Always a Question Ready to Go
My habit is never to meet a knowledgeable teacher without having a good question in mind, just in case I am given the opportunity to ask.
Rumiko and I traveled to the city of Tajimi municipal dojo for a demonstration of Yagyu Shinkage Ryu sword by Mouri Keisuke and his small group of students on the morning of September 11, 2011. As I walked in the dojo, my question that morning was, “Does anybody still teach old style tachi battlefield sword technique, or only stylized formal modern methods that make up sword training in Japan today?”
What I learned in the 1970s as old-time ninja combat methods and now teach in our dojo as To-Shin Do seems so different from what usually passes for Japanese swordsmanship. Somehow, on the 10th anniversary of the unexpected attack on New York City by suicide stealth agents in airliner flying bombs, the question of how old combat tactics evolve into valuable new lessons seemed appropriate. If we do not truly understand the old ways, how can we use their wisdom to build new effectiveness today?
Amazingly, before I could even ask my question, Mouri Keisuke’s demonstration and explanation started right in with old style tachi, something almost never seen anymore. His teaching plan for us began with the answer to my yet unspoken question.
Rumiko and I were impressed that he had put together a program and invited a newspaper reporter and significant business friends to make an event out of it. Rumiko and I even got private lessons from top teachers attending the seminar. So many times, masters of ancient methods are not very adept at promoting the value they offer the world, and too often languish in tiny training halls where few can find their treasures. Some call that “being traditionally reserved”. I often think of it as “being inept and unsophisticated”. Mouri Keisuke was clearly a different sort of traditionalist. How wonderful!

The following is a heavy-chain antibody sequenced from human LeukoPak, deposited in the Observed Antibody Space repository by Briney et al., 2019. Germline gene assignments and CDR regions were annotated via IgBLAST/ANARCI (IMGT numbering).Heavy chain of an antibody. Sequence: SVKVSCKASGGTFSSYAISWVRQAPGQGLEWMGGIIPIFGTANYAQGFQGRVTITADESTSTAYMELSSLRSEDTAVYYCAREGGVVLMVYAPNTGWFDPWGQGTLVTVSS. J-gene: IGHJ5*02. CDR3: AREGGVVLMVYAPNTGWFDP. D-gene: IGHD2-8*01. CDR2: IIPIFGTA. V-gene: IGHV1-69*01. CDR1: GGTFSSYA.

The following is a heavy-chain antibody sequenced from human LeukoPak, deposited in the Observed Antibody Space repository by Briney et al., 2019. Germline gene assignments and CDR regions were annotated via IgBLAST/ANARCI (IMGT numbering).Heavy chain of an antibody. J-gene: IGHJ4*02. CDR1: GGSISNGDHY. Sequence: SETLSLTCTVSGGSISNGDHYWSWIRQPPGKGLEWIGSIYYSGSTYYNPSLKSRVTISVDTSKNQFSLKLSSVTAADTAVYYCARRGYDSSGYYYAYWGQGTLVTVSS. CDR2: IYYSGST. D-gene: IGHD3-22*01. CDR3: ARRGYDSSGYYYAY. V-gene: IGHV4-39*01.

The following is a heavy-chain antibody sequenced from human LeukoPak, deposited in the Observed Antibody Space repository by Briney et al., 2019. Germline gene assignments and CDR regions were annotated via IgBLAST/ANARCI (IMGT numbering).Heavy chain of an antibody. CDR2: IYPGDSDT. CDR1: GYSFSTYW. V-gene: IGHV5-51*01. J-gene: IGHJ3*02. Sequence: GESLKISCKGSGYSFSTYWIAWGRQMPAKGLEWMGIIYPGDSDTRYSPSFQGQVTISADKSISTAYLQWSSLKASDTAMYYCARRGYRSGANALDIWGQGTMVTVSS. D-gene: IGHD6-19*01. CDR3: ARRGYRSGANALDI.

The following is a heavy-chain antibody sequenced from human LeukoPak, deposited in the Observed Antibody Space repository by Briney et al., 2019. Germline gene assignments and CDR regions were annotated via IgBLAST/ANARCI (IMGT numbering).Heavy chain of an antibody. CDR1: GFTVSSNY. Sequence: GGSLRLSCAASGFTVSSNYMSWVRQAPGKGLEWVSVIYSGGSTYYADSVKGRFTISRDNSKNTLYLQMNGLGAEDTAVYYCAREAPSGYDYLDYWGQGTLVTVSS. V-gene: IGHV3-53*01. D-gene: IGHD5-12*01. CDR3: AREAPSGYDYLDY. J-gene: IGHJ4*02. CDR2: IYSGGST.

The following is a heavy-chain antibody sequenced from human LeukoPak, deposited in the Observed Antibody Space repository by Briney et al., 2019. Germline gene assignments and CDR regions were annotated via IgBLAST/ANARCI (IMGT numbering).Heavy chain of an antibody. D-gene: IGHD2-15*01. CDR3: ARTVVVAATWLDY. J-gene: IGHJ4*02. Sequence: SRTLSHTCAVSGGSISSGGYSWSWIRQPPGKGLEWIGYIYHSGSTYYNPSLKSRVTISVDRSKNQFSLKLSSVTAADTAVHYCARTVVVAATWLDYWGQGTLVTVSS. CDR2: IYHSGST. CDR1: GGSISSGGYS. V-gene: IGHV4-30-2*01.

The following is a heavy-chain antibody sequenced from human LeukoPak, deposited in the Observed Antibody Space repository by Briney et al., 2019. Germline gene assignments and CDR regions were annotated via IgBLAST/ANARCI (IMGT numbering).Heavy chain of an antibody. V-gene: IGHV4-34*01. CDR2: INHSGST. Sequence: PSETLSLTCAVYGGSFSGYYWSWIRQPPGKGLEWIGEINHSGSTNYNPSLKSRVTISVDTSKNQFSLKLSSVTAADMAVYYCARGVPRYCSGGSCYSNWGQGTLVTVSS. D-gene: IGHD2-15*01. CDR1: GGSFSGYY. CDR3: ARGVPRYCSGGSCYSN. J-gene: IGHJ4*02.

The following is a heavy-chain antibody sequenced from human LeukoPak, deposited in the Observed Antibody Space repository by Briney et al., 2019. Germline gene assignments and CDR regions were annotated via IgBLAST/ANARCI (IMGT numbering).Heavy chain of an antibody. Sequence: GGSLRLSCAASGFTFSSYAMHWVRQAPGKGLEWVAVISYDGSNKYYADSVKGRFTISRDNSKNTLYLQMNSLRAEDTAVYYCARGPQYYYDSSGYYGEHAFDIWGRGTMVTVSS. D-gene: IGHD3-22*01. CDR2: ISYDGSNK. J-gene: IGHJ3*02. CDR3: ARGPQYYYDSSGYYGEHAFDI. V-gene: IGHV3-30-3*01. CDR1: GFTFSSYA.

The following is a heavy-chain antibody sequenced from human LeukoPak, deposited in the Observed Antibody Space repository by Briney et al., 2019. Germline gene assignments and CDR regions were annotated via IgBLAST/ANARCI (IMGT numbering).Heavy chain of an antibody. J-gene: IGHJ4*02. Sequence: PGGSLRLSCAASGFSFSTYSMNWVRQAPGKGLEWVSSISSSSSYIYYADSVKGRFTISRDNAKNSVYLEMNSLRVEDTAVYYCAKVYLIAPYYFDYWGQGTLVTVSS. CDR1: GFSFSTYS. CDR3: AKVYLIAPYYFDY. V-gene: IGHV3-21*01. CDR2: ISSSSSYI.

After training, ten of us walked to a soba noodle shop for lunch and conversation on a day of 90 degree heat and intense sun. Over lunch, the teacher asked me the probing question of why the usual Bujinkan kamae was so often pictured with the front leg extended too far out with the knee too straight. He was at ease enough with our relationship to comment that he felt it was too difficult to move quickly from such an over-wide stance.
I was very impressed that Mouri Sensei had apparently done on-line research as to what I teach and what my original ninja teacher and his students are teaching. I did my best to answer carefully, without criticizing some of my teacher’s students for either not knowing enough to teach well, or not caring enough and just letting students do what they wanted without forcing proper discipline on them. In the end, I gave a non-committal answer suggesting there was a wide range of quality when it came to my teacher’s students after my books had opened flood gates and his dojo had become a huge international training hall operation.
At any rate I was impressed that he asked a probing question. So many just sit in silence presuming to know things they actually do not know. Maybe sword master Mouri Keisuke holds the same view of always having a question ready as I do. An important lesson for all who would be masters some day, huh?